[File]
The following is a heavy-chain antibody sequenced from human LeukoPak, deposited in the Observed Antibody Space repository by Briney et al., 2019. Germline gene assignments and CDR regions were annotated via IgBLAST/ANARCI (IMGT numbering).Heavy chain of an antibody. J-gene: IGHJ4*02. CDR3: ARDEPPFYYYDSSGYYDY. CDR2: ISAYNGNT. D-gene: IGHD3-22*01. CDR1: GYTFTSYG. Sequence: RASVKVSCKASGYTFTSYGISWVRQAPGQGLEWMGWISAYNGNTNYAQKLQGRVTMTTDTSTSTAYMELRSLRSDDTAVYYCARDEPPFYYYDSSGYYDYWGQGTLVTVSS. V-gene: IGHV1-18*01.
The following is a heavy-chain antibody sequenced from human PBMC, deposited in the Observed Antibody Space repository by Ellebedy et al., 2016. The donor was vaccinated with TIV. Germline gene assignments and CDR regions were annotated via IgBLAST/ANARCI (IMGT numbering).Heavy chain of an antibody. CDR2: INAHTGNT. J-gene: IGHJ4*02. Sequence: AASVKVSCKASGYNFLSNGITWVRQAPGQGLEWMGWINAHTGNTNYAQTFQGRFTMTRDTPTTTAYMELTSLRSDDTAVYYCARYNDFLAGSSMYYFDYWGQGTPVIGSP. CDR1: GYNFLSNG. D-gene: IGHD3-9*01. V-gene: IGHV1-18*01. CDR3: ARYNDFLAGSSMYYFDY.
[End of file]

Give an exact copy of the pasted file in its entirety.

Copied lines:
The following is a heavy-chain antibody sequenced from human LeukoPak, deposited in the Observed Antibody Space repository by Briney et al., 2019. Germline gene assignments and CDR regions were annotated via IgBLAST/ANARCI (IMGT numbering).Heavy chain of an antibody. J-gene: IGHJ4*02. CDR3: ARDEPPFYYYDSSGYYDY. CDR2: ISAYNGNT. D-gene: IGHD3-22*01. CDR1: GYTFTSYG. Sequence: RASVKVSCKASGYTFTSYGISWVRQAPGQGLEWMGWISAYNGNTNYAQKLQGRVTMTTDTSTSTAYMELRSLRSDDTAVYYCARDEPPFYYYDSSGYYDYWGQGTLVTVSS. V-gene: IGHV1-18*01.
The following is a heavy-chain antibody sequenced from human PBMC, deposited in the Observed Antibody Space repository by Ellebedy et al., 2016. The donor was vaccinated with TIV. Germline gene assignments and CDR regions were annotated via IgBLAST/ANARCI (IMGT numbering).Heavy chain of an antibody. CDR2: INAHTGNT. J-gene: IGHJ4*02. Sequence: AASVKVSCKASGYNFLSNGITWVRQAPGQGLEWMGWINAHTGNTNYAQTFQGRFTMTRDTPTTTAYMELTSLRSDDTAVYYCARYNDFLAGSSMYYFDYWGQGTPVIGSP. CDR1: GYNFLSNG. D-gene: IGHD3-9*01. V-gene: IGHV1-18*01. CDR3: ARYNDFLAGSSMYYFDY.